ONC Head Talks Interoperability, Boxer, Gingrich Debate Healthcare

For the new national coordinator for health information technology (HIT), it’s an auspicious time to be in the job. “We have created so much information in healthcare, it’s just stunning,” said Donald Rucker, MD, “and it’s not stopping.”

Rucker, a physician executive and informaticist who has also designed and built health technology, was named head of the Office of the National Coordinator for Health IT (ONC) this spring. His title is “one of the weirdest in Washington—somewhere between party planner and regulator,” he joked.

National HIT Coordinator Donald Rucker identifies MACRA and the 21st Century Cures Act as laws that have an impact on his work.

Rucker described ONC’s two areas of focus: usability of systems and interoperability.

The usability issue, he said, aims to resolve some of the “provider burdens” identified by physicians. Some of the burdens are related to documentation. “Providers don’t really like to do coding documentation—you may not have noticed,” he said. Others are related to insurance challenges such as prior authorization or quality measures that are perceived as creating more work. Rucker said the Department of Health and Human Services wants to reduce burdens and smooth regulations to produce more value. Some regulations, he said, “were put in for good reason. But it’s time for a rethink.”

Physicians and lawmakers both have been frustrated by the lack of interoperability between systems, Rucker said. “We thought we would magically get EMRs to talk to each other. There was no rabbit in the hat. Oops.” The 21st Century Cures Act, passed late last year, was an attempt to address those frustrations. It requires ONC and the Centers for Medicare and Medicaid Services to define terms such as interoperability, information blocking, and open application programming interfaces where one system talks to another.

One goal, Rucker said, is to help empower patients so that accessing medical information is as easy

In her Monday General Session speech, interim CEO Pamela Lane has a sunny prediction for AHIMA: “2018 is so bright, you’re gonna need sunglasses.”

as accessing banking or airline information on a smartphone. Other uses include making transactions with payers and other users of health data more efficient and transparent.

Technology and Fine Lines

Cybersecurity, Rucker said, is a “massive issue.” ONC is working to incorporate best practices for security into its health IT certification program, he said, but some measure of responsibility belongs to patients as well. “When patients get their data electronically, it is their data, and it is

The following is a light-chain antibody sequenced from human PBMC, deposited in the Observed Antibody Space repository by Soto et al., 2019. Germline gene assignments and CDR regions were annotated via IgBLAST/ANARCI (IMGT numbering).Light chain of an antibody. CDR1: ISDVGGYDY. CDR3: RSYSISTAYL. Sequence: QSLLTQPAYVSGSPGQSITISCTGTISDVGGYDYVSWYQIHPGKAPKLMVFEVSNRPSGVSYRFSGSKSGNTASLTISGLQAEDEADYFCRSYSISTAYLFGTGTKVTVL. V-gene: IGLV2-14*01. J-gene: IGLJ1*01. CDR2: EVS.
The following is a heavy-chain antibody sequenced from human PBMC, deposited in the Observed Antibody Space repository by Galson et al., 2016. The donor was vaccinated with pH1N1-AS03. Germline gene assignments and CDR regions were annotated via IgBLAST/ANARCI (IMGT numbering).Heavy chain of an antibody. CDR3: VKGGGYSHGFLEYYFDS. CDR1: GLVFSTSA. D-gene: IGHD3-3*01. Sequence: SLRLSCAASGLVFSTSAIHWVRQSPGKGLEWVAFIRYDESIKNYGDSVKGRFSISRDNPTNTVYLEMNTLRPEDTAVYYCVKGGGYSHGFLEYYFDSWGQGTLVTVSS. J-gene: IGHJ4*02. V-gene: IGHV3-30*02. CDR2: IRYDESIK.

their responsibility to protect it,” he said. “I believe the practical solution is a marketplace of companies providing help for patients [to minimize security risks].”

It is also important to navigate what Rucker called the “fine line” of privacy and security versus information blocking. “We’re trying to use modern technology as well as we can,” he said, adding that the technology can create better audit trails and accountability for information. “That will help us, but privacy comes first.”

Rucker said he looked forward to working with AHIMA on many of these issues. “It’s the folks in medical records who care about [these issues] more than my colleagues have,” he told the audience. “It’s very impactful. I have valued what you do.”

Boxer, Gingrich Offer Point/Counterpoint on Healthcare

Also on Monday, former Senator Barbara Boxer and former speaker of the US House of Representatives Newt Gingrich staked out both separate territory and common ground during a point/counterpoint session with moderator Simone Boyce. Gingrich pointed to the 21st Century

Former Senator Barbara Boxer, left, and former speaker of the House of Representatives Newt Gingrich, offer views on “repeal or replace,” electoral challenges in 2018, and the opioid epidemic.

Cures Act as an example of lawmakers of both parties working together. “Both sides were careful not to blow up the bipartisanship,” he said. The result is a law important for research, Food and Drug Administration reform, and applying science for better health, Gingrich said.

Boxer added that cooperation, as well as bipartisanship, was the key. Negotiators must be willing to give things up, she said, and represent the agreement to their own parties.

The opposite of bipartisanship is the current standoff in Congress related to the question of repealing or replacing the Affordable Care Act. “Republicans forgot that when your side is in the White House, you can pass something that may well become law,” Gingrich said. “There’s a higher standard for a law than for a political point. They were not prepared for that, and they are stymied.” He predicted that rather than repealing the law, Congress will make small modifications, and “just getting that done is a lot.”

Boxer responded that “People didn’t want [the law] repealed… People never liked it until it was threatened.” She noted that there is a current bipartisan effort at work to come up with a combination of more flexibility for states and greater certainty of stability for health insurance exchanges. “The honest way to go forward is to work with somebody,” she said.

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